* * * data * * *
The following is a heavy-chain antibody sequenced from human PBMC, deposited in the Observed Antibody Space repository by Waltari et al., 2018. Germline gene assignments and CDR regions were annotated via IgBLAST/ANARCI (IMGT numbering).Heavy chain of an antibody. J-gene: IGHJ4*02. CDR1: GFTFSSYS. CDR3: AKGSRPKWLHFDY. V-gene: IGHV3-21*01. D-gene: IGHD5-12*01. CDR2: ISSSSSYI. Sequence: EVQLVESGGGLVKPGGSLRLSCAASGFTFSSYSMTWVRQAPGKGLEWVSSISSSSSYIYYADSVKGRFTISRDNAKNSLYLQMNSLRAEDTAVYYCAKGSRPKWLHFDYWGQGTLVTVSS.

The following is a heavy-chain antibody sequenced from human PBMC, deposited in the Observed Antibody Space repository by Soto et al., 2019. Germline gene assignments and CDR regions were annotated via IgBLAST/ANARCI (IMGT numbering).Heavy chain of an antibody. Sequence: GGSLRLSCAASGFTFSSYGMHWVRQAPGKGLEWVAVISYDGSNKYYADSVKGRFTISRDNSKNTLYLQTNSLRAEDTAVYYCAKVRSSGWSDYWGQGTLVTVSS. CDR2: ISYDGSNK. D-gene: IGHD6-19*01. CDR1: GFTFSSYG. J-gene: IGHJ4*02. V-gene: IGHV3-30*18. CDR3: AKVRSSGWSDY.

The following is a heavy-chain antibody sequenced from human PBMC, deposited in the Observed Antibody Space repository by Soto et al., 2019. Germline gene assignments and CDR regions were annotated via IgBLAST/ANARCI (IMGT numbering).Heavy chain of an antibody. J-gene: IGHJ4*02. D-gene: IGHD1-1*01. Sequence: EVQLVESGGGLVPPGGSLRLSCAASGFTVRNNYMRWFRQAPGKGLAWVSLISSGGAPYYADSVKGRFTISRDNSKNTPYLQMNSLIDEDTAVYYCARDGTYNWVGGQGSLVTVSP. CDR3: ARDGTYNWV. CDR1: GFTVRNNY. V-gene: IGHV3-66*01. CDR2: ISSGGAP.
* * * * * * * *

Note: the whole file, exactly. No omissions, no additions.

The following is a heavy-chain antibody sequenced from human PBMC, deposited in the Observed Antibody Space repository by Waltari et al., 2018. Germline gene assignments and CDR regions were annotated via IgBLAST/ANARCI (IMGT numbering).Heavy chain of an antibody. J-gene: IGHJ4*02. CDR1: GFTFSSYS. CDR3: AKGSRPKWLHFDY. V-gene: IGHV3-21*01. D-gene: IGHD5-12*01. CDR2: ISSSSSYI. Sequence: EVQLVESGGGLVKPGGSLRLSCAASGFTFSSYSMTWVRQAPGKGLEWVSSISSSSSYIYYADSVKGRFTISRDNAKNSLYLQMNSLRAEDTAVYYCAKGSRPKWLHFDYWGQGTLVTVSS.

The following is a heavy-chain antibody sequenced from human PBMC, deposited in the Observed Antibody Space repository by Soto et al., 2019. Germline gene assignments and CDR regions were annotated via IgBLAST/ANARCI (IMGT numbering).Heavy chain of an antibody. Sequence: GGSLRLSCAASGFTFSSYGMHWVRQAPGKGLEWVAVISYDGSNKYYADSVKGRFTISRDNSKNTLYLQTNSLRAEDTAVYYCAKVRSSGWSDYWGQGTLVTVSS. CDR2: ISYDGSNK. D-gene: IGHD6-19*01. CDR1: GFTFSSYG. J-gene: IGHJ4*02. V-gene: IGHV3-30*18. CDR3: AKVRSSGWSDY.

The following is a heavy-chain antibody sequenced from human PBMC, deposited in the Observed Antibody Space repository by Soto et al., 2019. Germline gene assignments and CDR regions were annotated via IgBLAST/ANARCI (IMGT numbering).Heavy chain of an antibody. J-gene: IGHJ4*02. D-gene: IGHD1-1*01. Sequence: EVQLVESGGGLVPPGGSLRLSCAASGFTVRNNYMRWFRQAPGKGLAWVSLISSGGAPYYADSVKGRFTISRDNSKNTPYLQMNSLIDEDTAVYYCARDGTYNWVGGQGSLVTVSP. CDR3: ARDGTYNWV. CDR1: GFTVRNNY. V-gene: IGHV3-66*01. CDR2: ISSGGAP.